Nashua New Hampshire – Years ago, Roger Chadwick convicted Thomas Richards on child pornography charges. This week, he helped Richards defeat new child porn charges.

A judge tossed out evidence that Richards, 52, a convicted sexual offender, possessed child pornography and ruled that police conducted an illegal search based on online tips.

Chadwick, Richards’ defense attorney, was the assistant county attorney who convicted Richards on eight counts of child pornography in 2005.

On Friday, Hillsborough County Superior Court Judge Diane Nicolosi suppressed evidence police seized during a search of Richards’ home, including two computers containing suspected images of child pornography. She ruled that police did not have probable cause to search the home because they included only “vague generalities” regarding the images in a search warrant affidavit.

In all likelihood, the ruling kills the state’s case. Hillsborough County Attorney Patricia LaFrance said her office will review the decision but isn’t likely to appeal.

“Moving forward, we use this as a learning experience, and unfortunately, it comes at the expense of this case,” she said. “It is unfortunate, but not every case is perfect.”

In a hearing earlier this week, Chadwick argued police were only led to Richards’ home in Milford by uncorroborated tips submitted anonymously online.

The tips reported to police indicated someone at a certain IP address appeared to be trading child pornography. Police got what is known as a subscriber warrant to determine to whom the IP address belonged. But unconfirmed tips from unknown people, who were in Australia and Maryland, aren’t enough to establish probable cause, Chadwick argued Monday.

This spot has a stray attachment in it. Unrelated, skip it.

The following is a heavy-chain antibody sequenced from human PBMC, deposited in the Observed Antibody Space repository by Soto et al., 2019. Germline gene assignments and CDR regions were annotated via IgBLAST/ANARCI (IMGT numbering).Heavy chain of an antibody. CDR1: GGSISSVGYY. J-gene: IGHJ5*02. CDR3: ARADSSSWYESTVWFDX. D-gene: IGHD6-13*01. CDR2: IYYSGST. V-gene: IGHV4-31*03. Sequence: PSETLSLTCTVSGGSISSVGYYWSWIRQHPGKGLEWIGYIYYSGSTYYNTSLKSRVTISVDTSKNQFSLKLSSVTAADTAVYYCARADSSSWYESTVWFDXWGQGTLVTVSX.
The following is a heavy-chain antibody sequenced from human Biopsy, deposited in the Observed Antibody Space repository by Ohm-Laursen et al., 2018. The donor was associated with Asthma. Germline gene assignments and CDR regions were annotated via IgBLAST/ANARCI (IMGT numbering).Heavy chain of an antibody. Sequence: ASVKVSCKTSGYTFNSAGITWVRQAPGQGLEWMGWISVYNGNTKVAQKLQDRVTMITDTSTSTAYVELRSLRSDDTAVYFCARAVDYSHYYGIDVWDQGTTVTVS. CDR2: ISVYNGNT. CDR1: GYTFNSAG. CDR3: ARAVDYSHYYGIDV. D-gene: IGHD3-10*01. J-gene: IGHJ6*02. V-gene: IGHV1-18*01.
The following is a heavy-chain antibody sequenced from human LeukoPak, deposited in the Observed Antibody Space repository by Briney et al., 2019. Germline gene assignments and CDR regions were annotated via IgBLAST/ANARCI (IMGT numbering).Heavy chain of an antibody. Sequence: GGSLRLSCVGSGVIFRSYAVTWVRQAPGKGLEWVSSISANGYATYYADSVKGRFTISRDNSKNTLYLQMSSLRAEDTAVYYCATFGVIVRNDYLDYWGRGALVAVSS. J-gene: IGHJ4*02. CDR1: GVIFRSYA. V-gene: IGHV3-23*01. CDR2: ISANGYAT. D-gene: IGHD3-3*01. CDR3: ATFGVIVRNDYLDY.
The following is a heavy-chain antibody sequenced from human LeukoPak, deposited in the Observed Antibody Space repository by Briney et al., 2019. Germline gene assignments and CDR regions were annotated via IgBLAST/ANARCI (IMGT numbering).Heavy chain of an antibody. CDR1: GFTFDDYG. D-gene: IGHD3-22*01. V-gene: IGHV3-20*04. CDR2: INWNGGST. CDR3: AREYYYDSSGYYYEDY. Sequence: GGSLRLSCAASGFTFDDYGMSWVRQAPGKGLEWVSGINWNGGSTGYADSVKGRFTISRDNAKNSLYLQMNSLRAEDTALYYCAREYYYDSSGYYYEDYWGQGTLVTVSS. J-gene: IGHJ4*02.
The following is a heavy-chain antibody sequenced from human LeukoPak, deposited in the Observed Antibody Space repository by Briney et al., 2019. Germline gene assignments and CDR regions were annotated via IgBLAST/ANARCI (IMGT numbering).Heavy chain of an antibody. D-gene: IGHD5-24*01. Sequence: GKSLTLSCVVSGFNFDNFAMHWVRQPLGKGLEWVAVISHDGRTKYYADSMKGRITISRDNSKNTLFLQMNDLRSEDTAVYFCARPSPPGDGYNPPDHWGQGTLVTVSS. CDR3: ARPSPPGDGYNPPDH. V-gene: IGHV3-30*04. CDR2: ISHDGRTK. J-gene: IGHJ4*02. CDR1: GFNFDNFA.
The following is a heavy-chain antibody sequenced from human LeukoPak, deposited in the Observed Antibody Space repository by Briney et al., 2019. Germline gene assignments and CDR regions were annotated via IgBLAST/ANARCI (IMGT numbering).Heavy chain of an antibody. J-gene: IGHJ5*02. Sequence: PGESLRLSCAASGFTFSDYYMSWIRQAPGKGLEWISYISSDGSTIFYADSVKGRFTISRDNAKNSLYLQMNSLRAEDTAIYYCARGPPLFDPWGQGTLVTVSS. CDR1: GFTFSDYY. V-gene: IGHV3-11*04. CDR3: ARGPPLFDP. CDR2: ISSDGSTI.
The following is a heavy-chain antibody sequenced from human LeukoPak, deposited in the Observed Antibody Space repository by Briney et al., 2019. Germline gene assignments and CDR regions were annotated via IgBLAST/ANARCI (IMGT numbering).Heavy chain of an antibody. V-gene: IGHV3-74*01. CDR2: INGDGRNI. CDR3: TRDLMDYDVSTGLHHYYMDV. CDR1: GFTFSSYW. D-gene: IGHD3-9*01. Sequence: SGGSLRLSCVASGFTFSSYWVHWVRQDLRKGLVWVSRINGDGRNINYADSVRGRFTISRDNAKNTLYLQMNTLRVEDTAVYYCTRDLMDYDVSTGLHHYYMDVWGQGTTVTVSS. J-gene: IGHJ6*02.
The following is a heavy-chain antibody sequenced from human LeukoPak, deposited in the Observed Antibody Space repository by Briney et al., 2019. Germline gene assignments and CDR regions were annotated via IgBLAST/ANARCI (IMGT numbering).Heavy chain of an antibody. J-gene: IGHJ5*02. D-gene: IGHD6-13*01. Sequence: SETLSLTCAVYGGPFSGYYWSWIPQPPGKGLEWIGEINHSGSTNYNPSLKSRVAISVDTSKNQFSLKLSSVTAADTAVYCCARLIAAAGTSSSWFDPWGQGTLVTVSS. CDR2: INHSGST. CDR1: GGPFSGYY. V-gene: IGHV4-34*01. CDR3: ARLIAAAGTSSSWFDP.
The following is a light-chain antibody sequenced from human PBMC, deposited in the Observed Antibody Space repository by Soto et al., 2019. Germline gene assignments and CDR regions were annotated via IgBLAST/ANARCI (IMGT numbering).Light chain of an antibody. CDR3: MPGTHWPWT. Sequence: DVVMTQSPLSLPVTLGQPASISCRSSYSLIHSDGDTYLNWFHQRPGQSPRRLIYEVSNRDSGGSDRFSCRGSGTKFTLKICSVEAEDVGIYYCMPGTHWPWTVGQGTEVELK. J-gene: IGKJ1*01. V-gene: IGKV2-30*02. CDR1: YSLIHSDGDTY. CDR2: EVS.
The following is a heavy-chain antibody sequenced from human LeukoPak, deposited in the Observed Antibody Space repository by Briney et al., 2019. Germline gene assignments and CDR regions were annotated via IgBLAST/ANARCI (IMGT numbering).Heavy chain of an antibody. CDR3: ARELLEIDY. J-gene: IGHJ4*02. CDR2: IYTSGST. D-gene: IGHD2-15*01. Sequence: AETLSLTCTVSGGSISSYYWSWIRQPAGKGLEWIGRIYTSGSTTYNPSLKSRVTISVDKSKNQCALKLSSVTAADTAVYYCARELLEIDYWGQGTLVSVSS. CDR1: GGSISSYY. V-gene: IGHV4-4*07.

“Somebody has to do that independent analysis,” he said. “Someone has to take a look.”

Assistant Hillsborough County Attorney Nicole Thorspecken said police were right to take the anonymous tips seriously because, for one thing, they came in at the same time from two independent sources with no connection to Richards.

Once police used the subscriber warrant to determine the IP address belonged to Richards, the names of some of the files, along with his history and other factors, were enough to establish probable cause to search his home, Thorspecken said.

“Making sense is enough to reach probable cause because probable cause is an adjustable concept,” she said.

Nicolosi ruled police had enough probable cause for the subscriber warrant, but that the names of the images – including 6YO and 10YO – aren’t enough to establish probable cause for the search warrant because even if the numbers do refer to children, they do not establish that the children are engaged in sexual acts and police never viewed the images.

Instead, they “relied on vague descriptions and generalities provided by the untrained eye of a tipster, who admittedly did not observe any of the pictures himself in any detail,” Nicolosi said.

The state’s sex offender registry shows Richards was convicted of eight counts of child pornography on Feb. 28, 2005, in Hillsborough County Superior Court in Nashua, as well as duty to report on Jan. 11, 2011.